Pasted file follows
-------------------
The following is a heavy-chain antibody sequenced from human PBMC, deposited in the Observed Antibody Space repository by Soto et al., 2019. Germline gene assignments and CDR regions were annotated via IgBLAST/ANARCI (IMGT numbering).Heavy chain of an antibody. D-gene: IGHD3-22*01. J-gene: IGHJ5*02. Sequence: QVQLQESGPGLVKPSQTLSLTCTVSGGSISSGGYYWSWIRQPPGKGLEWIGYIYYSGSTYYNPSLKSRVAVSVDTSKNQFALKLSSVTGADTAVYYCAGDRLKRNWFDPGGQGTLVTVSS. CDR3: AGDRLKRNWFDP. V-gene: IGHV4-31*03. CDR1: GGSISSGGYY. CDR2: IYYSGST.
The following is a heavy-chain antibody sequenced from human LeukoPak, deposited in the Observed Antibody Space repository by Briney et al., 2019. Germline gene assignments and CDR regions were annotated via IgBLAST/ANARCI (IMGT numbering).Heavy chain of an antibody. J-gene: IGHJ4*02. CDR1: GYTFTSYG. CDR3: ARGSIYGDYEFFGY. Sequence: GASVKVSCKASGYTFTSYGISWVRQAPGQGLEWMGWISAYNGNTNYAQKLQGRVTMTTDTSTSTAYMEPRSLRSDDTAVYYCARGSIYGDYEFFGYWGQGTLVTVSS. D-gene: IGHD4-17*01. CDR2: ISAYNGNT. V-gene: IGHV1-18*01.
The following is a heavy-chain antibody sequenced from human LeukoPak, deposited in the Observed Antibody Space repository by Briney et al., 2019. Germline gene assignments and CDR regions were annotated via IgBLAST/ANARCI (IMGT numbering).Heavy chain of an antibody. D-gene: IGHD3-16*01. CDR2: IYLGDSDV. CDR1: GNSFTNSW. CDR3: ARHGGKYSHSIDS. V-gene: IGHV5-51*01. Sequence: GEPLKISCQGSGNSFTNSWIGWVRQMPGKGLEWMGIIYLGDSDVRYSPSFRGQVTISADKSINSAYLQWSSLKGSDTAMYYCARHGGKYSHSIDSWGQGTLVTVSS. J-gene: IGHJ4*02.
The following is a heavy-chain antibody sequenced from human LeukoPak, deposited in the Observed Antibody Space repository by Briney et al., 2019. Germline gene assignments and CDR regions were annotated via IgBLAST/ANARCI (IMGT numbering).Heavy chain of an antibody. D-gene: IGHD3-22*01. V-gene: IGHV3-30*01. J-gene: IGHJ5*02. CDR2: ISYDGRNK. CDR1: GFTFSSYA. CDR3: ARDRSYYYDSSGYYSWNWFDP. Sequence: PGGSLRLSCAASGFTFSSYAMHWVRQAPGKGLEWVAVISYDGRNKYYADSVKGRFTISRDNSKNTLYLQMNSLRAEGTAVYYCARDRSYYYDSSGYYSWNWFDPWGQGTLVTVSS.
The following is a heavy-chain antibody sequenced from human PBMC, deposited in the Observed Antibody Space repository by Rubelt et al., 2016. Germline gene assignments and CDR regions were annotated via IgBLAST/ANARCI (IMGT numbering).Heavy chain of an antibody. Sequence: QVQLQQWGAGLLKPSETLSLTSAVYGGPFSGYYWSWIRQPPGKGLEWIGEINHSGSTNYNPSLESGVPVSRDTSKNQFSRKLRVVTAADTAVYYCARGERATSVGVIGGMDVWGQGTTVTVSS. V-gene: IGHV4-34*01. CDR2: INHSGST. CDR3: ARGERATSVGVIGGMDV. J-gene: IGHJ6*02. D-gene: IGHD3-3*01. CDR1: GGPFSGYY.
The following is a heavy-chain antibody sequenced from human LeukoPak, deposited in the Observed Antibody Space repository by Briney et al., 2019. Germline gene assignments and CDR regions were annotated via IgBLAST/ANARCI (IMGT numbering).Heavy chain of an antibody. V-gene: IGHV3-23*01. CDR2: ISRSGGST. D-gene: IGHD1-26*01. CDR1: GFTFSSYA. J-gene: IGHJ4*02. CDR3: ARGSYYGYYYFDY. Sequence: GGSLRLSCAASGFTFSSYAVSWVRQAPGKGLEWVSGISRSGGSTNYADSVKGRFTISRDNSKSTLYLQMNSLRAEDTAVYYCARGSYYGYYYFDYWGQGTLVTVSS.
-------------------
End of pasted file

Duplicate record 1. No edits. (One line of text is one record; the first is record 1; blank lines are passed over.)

The following is a heavy-chain antibody sequenced from human PBMC, deposited in the Observed Antibody Space repository by Soto et al., 2019. Germline gene assignments and CDR regions were annotated via IgBLAST/ANARCI (IMGT numbering).Heavy chain of an antibody. D-gene: IGHD3-22*01. J-gene: IGHJ5*02. Sequence: QVQLQESGPGLVKPSQTLSLTCTVSGGSISSGGYYWSWIRQPPGKGLEWIGYIYYSGSTYYNPSLKSRVAVSVDTSKNQFALKLSSVTGADTAVYYCAGDRLKRNWFDPGGQGTLVTVSS. CDR3: AGDRLKRNWFDP. V-gene: IGHV4-31*03. CDR1: GGSISSGGYY. CDR2: IYYSGST.